Harnessing Förster energy transfer

Our fascination with light, matter and their mutual interactions has been the driving force behind the advent of new optical materials, ranging from a variety of organic and inorganic dielectrics to tailored metals, photonic crystals and more recently, metamaterials. Photonic metamaterials are engineered composite materials consisting of structures much smaller than the wavelength of light, designed to exhibit counterintuitive properties such as negative index of refraction and invisibility cloaking. One such property called hyperbolic dispersion, where the material’s dielectric permittivity is negative in one direction (like in metals) and positive in an orthogonal direction (like in dielectrics), has particularly striking applications. These hyperbolic metamaterials enable propagation of waves with nominally unlimited wavevectors and have a broadband singularity in the density of photonic states (which are the optical modes available for light propagation). Owing to the ability to strongly modify the photonic environment, hyperbolic metamaterials enable the control of several physical and optical phenomena, such as spontaneous emission and reflection, leading to potential applications in sensing, efficient LEDs, solar cells and stealth technology.

Fig. 1. (a) Schematic of Förster donor–acceptor energy transfer showing the absorption of light in the donor, a combination of radiative and non-radiative relaxation processes in the donor (WD), donor–acceptor energy transfer (γDA), and the relaxation processes in the acceptor (WA). (b) Emission decay rates τ0−1 and Förster energy transfer constants γ in dye-doped films deposited on top of glass, a metamaterial with magnesium fluoride as the outermost layer (MM-1), a metamaterial with silver as the outermost layer (MM-2), a silver film (Ag), and a gold film (Au).

Fig. 1. (a) Schematic of Förster donor–acceptor energy transfer showing the absorption of light in the donor, a combination of radiative and non-radiative relaxation processes in the donor (WD), donor–acceptor energy transfer (γDA), and the relaxation processes in the acceptor (WA). (b) Emission decay rates τ0−1 and Förster energy transfer constants γ in dye-doped films deposited on top of glass, a metamaterial with magnesium fluoride as the outermost layer (MM-1), a metamaterial with silver as the outermost layer (MM-2), a silver film (Ag), and a gold film (Au).

In this work, the effect of modified photonic environments in the vicinity of metals and hyperbolic metamaterials on the Förster energy transfer has been investigated. Named after Theodor Förster, who first provided a quantitative insight into the process in 1946, the incoherent transfer of energy from an excited donor (such as an atom, molecule or a fluorophore) to a nearby acceptor (Fig. 1a) is an enabling process behind scores of important phenomena in physics and biology. One such process is photosynthesis in plants, where chromophores excited by sunlight relay energy for effective functioning of the plant. Typically, energy transfer occurs at distances of the order of a few nanometers and finds applications in microscopy, spectroscopy and biochemical tracking of cells and proteins. However, the effect of the dielectric/photonic environment on the Förster energy transfer has been widely debated in the literature. Several contradictory theoretical and experimental studies have claimed that the rate of energy transfer can be enhanced, suppressed or unchanged by modifying the photonic environment. This broad range of claims and findings makes the observations in this work particularly important.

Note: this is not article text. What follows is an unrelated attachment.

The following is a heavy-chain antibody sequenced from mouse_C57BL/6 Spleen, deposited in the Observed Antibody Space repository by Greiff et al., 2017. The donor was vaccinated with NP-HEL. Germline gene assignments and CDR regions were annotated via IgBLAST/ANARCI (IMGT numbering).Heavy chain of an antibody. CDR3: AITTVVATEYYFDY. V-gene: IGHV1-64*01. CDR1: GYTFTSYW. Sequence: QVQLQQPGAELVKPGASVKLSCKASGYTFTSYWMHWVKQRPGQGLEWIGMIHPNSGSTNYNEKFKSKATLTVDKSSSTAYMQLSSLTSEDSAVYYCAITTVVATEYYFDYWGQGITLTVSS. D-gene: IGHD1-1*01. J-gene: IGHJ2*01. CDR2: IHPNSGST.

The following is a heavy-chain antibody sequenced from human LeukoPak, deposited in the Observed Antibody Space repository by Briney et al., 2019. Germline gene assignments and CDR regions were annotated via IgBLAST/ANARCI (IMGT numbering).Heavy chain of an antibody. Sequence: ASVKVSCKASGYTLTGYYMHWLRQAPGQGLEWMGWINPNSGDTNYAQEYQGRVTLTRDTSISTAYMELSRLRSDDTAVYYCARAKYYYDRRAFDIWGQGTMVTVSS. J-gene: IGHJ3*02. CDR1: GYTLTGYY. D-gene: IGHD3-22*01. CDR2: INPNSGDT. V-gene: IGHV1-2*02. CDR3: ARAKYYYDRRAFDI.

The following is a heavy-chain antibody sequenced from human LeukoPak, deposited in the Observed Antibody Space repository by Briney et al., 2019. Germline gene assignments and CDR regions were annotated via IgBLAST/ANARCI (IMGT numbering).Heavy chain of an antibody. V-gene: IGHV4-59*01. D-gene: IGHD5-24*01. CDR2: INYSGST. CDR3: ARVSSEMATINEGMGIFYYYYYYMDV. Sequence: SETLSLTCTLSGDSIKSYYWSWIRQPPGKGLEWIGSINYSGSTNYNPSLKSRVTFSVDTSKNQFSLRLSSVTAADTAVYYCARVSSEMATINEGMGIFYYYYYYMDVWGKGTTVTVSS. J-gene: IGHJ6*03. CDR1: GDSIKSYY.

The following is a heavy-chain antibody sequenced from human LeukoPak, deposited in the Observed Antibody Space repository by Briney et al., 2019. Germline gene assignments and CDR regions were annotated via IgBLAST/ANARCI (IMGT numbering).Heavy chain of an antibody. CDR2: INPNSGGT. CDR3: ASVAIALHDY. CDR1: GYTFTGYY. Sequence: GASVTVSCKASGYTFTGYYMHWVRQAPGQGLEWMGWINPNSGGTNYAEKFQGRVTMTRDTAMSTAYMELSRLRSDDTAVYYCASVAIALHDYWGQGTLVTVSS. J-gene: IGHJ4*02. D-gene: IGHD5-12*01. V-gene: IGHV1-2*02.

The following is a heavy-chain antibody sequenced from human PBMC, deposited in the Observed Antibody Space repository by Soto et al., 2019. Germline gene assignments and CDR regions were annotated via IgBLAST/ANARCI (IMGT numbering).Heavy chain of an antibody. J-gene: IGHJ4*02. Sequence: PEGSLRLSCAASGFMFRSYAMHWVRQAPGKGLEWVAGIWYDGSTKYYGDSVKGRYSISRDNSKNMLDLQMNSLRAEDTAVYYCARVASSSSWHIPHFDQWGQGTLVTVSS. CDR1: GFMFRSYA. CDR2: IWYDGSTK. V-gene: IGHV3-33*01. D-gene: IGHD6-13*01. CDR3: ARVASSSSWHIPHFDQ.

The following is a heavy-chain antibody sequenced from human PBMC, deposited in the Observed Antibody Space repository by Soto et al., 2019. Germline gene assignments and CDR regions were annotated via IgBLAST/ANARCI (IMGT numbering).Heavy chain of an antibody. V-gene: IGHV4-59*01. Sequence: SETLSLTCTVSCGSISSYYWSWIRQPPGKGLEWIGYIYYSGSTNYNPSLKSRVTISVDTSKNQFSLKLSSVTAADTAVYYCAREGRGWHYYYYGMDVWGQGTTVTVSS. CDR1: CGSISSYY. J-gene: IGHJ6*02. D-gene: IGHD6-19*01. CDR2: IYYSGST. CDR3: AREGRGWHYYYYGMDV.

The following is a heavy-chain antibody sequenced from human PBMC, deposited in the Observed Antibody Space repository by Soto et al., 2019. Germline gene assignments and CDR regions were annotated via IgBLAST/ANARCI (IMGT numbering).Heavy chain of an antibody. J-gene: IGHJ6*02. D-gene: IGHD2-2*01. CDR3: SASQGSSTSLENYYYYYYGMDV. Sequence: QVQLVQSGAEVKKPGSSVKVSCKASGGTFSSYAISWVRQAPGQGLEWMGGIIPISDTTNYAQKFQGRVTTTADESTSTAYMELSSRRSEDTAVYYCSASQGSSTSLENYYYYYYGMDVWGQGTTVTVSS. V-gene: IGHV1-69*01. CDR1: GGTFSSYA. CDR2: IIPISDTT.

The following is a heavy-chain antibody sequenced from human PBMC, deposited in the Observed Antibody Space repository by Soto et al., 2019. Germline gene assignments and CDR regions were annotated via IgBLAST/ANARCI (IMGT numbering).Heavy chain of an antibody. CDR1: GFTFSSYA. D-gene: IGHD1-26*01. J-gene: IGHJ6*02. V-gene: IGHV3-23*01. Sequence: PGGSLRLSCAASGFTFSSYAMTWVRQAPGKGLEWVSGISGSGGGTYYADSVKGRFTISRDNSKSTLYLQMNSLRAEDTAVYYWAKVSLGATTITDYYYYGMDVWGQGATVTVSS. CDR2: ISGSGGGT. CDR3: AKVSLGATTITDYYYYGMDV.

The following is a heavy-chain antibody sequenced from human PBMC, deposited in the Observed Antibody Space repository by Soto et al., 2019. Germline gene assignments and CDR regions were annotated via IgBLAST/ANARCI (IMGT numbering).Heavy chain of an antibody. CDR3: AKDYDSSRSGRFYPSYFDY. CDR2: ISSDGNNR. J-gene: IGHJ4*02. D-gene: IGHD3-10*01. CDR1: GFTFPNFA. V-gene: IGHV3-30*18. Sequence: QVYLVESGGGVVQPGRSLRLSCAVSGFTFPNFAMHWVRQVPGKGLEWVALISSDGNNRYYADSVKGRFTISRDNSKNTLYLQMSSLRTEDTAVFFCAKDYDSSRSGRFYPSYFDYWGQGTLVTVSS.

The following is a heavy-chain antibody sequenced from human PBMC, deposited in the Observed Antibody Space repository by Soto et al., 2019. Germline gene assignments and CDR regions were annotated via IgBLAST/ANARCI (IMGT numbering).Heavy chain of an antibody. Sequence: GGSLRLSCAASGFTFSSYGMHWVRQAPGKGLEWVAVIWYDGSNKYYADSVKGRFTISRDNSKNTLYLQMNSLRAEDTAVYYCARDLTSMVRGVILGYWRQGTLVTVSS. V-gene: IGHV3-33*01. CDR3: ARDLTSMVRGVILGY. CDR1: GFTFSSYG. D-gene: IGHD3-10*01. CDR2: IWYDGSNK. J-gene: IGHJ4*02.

The experimental samples studied in this work consisted of a mixture of two dyes deposited onto different substrates like glass, silver, gold and hyperbolic metamaterials. The dyes were chosen such that there was a good overlap between the emission spectrum of one dye (the donor), with the absorption spectrum of the other (the acceptor), which is a prerequisite for efficient Förster energy transfer. A combination of spectroscopic and time-resolved emission measurements was used to determine the emission decay rates (to) of the dye molecules and the rates of Förster energy transfer (g) between dye molecules on different substrates. The main takeaways from the study were two-fold: 1) Förster energy transfer is inhibited in the vicinity of metals and hyperbolic metamaterials – the photonic environments with high local densities of photonic states and 2) the same dielectric environments that boost spontaneous emission, also inhibit the Förster energy transfer (Fig. 1b).

The authors infer that a variety of other physical phenomena, which in regular dielectric media depend on the local dielectric environment, can be controlled in custom tailored systems such as hyperbolic metamaterials, plasmonic structures and cavities. The concept can even be extended to biological processes and chemical reactions (such as rusting and oxidation), which could potentially be controlled by simply modifying the dielectric environment, in which the reaction occurs.

Thejaswi U. Tumkur1,2 and Mikhail A. Noginov2
1Department of Electrical and Computer Engineering, Rice University, Houston, TX, USA
2Center for Materials Research, Norfolk State University, Norfolk, VA, USA

 

Publication

Control of Förster energy transfer in the vicinity of metallic surfaces and hyperbolic metamaterials.
Tumkur TU, Kitur JK, Bonner CE, Poddubny AN, Narimanov EE, Noginov MA
Faraday Discuss. 2015

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